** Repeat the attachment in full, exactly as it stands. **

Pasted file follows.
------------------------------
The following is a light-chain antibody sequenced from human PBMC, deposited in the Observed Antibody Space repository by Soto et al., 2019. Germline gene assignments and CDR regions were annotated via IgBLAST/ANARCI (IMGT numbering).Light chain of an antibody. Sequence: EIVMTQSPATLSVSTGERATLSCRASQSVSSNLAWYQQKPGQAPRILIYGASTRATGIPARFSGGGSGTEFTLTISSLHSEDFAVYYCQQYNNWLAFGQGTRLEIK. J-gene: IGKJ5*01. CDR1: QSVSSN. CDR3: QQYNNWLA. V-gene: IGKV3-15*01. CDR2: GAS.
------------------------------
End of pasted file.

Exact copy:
The following is a light-chain antibody sequenced from human PBMC, deposited in the Observed Antibody Space repository by Soto et al., 2019. Germline gene assignments and CDR regions were annotated via IgBLAST/ANARCI (IMGT numbering).Light chain of an antibody. Sequence: EIVMTQSPATLSVSTGERATLSCRASQSVSSNLAWYQQKPGQAPRILIYGASTRATGIPARFSGGGSGTEFTLTISSLHSEDFAVYYCQQYNNWLAFGQGTRLEIK. J-gene: IGKJ5*01. CDR1: QSVSSN. CDR3: QQYNNWLA. V-gene: IGKV3-15*01. CDR2: GAS.